[UPDATE: Avaya did indeed win the auction, for nearly twice their stalking-horse price. We’ll see how that plays out.]
This Friday, Nortel’s enterprise products division will be auctioned. Avaya is the stalking-horse, with numerous other companies additionally submitting bids. If history holds, Nortel Enterprise will not be Avaya’s, but belong to someone else (despite all the buzz Avaya and its partners are making). Regardless, that someone will acquire the best enterprising data switching platforms made.
Hands-down, the ERS 5000 -series has continued to be the best integrated UTP switch, since coming onto the scene many years ago. Beefy backplane, generous uplinks, flexible stacking, decent price-point. I’ve baked switches from every vendor willing to send me gear, and no one can handle the battery like an ERS 5000.
The ERS 8600 chassis-based platforms also make a mockery of the competition. Robust, redundant backplanes; extremely flexible slotting options; ridiculous feature set; decent price-point. Better marketing could have really pumped this line, as a number of the slot options were best-of-breed. Again, I’ve baked a number of chassis, and the 8600-series delights on most all of the benchmarks that matter.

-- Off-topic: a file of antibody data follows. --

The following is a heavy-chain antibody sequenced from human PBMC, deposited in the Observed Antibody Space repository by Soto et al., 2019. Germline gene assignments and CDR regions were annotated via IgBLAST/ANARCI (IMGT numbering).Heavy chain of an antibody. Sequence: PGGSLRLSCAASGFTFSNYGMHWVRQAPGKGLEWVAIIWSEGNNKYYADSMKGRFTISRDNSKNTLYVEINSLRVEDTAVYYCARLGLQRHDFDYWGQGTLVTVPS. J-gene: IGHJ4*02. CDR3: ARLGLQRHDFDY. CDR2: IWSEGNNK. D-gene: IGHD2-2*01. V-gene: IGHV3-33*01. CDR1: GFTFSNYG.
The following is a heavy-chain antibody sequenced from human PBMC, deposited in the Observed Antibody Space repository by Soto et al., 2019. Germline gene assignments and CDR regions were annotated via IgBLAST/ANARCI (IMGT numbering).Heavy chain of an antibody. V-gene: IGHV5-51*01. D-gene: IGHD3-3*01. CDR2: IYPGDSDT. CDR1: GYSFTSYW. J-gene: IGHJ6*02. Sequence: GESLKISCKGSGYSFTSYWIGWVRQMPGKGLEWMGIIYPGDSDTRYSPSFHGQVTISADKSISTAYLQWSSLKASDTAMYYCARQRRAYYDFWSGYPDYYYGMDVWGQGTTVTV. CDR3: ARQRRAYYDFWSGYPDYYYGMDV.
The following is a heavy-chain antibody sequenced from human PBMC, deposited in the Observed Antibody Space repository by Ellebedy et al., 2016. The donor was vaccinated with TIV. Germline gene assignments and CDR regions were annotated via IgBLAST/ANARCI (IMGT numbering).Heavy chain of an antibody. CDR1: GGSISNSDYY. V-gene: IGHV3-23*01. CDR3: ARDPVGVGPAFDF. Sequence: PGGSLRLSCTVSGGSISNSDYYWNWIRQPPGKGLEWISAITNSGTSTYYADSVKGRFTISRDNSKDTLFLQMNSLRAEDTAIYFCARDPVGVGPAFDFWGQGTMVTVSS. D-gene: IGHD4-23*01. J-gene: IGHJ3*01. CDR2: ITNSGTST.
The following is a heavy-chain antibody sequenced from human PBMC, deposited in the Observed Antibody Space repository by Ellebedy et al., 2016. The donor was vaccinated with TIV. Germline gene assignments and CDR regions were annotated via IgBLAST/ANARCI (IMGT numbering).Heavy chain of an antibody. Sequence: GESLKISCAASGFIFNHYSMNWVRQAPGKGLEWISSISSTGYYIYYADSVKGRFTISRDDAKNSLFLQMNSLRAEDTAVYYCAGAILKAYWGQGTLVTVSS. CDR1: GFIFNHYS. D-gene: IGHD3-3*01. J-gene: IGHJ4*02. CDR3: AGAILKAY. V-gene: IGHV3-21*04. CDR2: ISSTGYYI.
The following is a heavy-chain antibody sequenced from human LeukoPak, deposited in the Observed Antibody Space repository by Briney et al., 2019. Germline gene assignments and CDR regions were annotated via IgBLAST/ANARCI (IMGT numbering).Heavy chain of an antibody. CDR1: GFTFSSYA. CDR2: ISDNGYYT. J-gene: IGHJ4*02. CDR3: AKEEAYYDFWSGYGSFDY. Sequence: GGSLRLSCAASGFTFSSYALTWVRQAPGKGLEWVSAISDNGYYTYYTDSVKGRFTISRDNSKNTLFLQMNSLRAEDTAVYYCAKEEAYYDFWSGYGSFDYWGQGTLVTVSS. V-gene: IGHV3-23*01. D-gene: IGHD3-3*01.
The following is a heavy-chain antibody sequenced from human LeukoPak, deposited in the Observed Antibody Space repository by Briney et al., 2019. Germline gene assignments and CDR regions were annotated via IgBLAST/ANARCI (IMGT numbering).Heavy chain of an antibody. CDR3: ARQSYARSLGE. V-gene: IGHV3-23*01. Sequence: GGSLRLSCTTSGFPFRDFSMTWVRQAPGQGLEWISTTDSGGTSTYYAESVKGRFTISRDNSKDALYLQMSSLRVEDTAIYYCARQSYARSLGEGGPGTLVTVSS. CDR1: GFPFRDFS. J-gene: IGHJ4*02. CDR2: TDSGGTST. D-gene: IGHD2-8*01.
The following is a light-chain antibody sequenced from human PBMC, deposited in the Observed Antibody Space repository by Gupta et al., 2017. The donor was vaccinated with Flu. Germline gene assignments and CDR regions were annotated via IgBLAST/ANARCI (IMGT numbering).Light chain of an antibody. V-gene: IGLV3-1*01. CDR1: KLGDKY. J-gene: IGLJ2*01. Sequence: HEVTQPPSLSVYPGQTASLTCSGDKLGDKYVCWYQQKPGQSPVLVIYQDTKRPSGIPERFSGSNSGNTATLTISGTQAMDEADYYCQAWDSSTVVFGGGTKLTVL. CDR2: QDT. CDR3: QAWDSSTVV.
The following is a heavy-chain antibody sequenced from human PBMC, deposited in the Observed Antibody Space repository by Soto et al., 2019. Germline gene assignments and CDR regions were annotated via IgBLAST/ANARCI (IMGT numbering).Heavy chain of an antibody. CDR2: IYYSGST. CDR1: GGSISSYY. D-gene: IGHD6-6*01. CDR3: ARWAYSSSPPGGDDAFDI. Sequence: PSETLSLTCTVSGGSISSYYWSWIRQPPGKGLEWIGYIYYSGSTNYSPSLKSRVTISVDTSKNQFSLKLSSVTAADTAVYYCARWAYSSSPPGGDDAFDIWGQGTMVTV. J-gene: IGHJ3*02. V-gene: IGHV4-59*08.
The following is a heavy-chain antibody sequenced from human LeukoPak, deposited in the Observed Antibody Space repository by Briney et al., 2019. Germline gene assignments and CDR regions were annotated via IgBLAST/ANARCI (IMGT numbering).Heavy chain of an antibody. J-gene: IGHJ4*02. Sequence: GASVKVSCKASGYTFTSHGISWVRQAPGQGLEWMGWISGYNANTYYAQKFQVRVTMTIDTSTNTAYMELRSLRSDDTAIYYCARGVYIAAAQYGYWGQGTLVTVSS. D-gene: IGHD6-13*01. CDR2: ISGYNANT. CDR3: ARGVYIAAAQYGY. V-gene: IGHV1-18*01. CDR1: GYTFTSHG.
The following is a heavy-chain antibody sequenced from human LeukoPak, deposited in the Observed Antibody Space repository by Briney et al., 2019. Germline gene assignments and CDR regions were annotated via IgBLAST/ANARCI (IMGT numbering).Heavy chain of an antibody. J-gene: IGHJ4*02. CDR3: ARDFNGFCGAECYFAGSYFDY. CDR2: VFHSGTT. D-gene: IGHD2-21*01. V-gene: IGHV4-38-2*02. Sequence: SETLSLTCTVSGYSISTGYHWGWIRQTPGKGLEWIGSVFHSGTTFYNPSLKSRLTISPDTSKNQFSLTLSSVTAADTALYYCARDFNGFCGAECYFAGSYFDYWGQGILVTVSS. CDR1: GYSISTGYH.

There are lots of other diamonds in the enterprise space. Quite a lot. I’m not a “loyal” customer of anyone: I believe in market Darwinism. Unfortunately in this case, the best products were latched onto a fiscally irresponsible company, led by brain-dead opportunists who from the outset have undermined the legacy that is … was … Nortel.
I look forward to Friday – to see who’s getting the chance to own the best-of-breed enterprise networking products, and hope when they sit down and take a good look, they realize what an amazing set of assets they have, and Do The Right Thing with them.
Regardless, Nortel is a less-than-skeletal image of its former self, and a venerable multi-century legacy is all but a footnote.